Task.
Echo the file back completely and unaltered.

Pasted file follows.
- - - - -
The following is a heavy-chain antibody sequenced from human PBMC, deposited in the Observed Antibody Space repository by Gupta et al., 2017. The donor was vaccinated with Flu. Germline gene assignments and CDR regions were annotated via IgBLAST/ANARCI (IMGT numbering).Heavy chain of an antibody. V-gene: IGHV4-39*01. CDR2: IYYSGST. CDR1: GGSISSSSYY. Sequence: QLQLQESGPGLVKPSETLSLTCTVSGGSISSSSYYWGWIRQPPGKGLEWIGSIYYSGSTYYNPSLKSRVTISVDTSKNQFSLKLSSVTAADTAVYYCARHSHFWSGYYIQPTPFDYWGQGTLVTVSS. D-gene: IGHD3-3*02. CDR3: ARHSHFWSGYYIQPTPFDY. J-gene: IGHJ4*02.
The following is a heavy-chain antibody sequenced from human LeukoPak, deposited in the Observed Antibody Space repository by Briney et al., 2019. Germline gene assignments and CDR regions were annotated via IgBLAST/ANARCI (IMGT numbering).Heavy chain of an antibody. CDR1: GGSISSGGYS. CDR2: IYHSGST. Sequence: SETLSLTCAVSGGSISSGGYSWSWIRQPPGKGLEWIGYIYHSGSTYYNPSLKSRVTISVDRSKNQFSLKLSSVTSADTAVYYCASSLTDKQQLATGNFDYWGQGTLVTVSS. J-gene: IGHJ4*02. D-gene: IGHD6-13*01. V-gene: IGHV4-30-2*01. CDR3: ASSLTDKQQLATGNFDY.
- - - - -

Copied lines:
The following is a heavy-chain antibody sequenced from human PBMC, deposited in the Observed Antibody Space repository by Gupta et al., 2017. The donor was vaccinated with Flu. Germline gene assignments and CDR regions were annotated via IgBLAST/ANARCI (IMGT numbering).Heavy chain of an antibody. V-gene: IGHV4-39*01. CDR2: IYYSGST. CDR1: GGSISSSSYY. Sequence: QLQLQESGPGLVKPSETLSLTCTVSGGSISSSSYYWGWIRQPPGKGLEWIGSIYYSGSTYYNPSLKSRVTISVDTSKNQFSLKLSSVTAADTAVYYCARHSHFWSGYYIQPTPFDYWGQGTLVTVSS. D-gene: IGHD3-3*02. CDR3: ARHSHFWSGYYIQPTPFDY. J-gene: IGHJ4*02.
The following is a heavy-chain antibody sequenced from human LeukoPak, deposited in the Observed Antibody Space repository by Briney et al., 2019. Germline gene assignments and CDR regions were annotated via IgBLAST/ANARCI (IMGT numbering).Heavy chain of an antibody. CDR1: GGSISSGGYS. CDR2: IYHSGST. Sequence: SETLSLTCAVSGGSISSGGYSWSWIRQPPGKGLEWIGYIYHSGSTYYNPSLKSRVTISVDRSKNQFSLKLSSVTSADTAVYYCASSLTDKQQLATGNFDYWGQGTLVTVSS. J-gene: IGHJ4*02. D-gene: IGHD6-13*01. V-gene: IGHV4-30-2*01. CDR3: ASSLTDKQQLATGNFDY.